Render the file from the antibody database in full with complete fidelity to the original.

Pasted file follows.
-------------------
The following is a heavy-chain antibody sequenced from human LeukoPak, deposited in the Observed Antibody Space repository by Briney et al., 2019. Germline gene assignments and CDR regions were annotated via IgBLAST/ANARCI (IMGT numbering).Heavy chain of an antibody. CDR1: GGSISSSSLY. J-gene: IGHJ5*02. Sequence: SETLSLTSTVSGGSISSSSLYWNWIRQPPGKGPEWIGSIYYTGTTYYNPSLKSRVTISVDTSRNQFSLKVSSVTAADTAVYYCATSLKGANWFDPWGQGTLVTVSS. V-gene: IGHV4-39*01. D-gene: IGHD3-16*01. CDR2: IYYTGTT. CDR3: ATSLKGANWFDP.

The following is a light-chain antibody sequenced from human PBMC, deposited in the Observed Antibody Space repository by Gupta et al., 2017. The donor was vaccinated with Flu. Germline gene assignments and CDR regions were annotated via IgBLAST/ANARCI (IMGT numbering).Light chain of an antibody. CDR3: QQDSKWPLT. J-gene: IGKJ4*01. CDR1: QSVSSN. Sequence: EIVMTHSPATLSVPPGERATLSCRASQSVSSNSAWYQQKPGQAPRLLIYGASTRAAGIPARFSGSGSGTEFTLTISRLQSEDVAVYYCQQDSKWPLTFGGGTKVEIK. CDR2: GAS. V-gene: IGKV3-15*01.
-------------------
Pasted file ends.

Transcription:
The following is a heavy-chain antibody sequenced from human LeukoPak, deposited in the Observed Antibody Space repository by Briney et al., 2019. Germline gene assignments and CDR regions were annotated via IgBLAST/ANARCI (IMGT numbering).Heavy chain of an antibody. CDR1: GGSISSSSLY. J-gene: IGHJ5*02. Sequence: SETLSLTSTVSGGSISSSSLYWNWIRQPPGKGPEWIGSIYYTGTTYYNPSLKSRVTISVDTSRNQFSLKVSSVTAADTAVYYCATSLKGANWFDPWGQGTLVTVSS. V-gene: IGHV4-39*01. D-gene: IGHD3-16*01. CDR2: IYYTGTT. CDR3: ATSLKGANWFDP.

The following is a light-chain antibody sequenced from human PBMC, deposited in the Observed Antibody Space repository by Gupta et al., 2017. The donor was vaccinated with Flu. Germline gene assignments and CDR regions were annotated via IgBLAST/ANARCI (IMGT numbering).Light chain of an antibody. CDR3: QQDSKWPLT. J-gene: IGKJ4*01. CDR1: QSVSSN. Sequence: EIVMTHSPATLSVPPGERATLSCRASQSVSSNSAWYQQKPGQAPRLLIYGASTRAAGIPARFSGSGSGTEFTLTISRLQSEDVAVYYCQQDSKWPLTFGGGTKVEIK. CDR2: GAS. V-gene: IGKV3-15*01.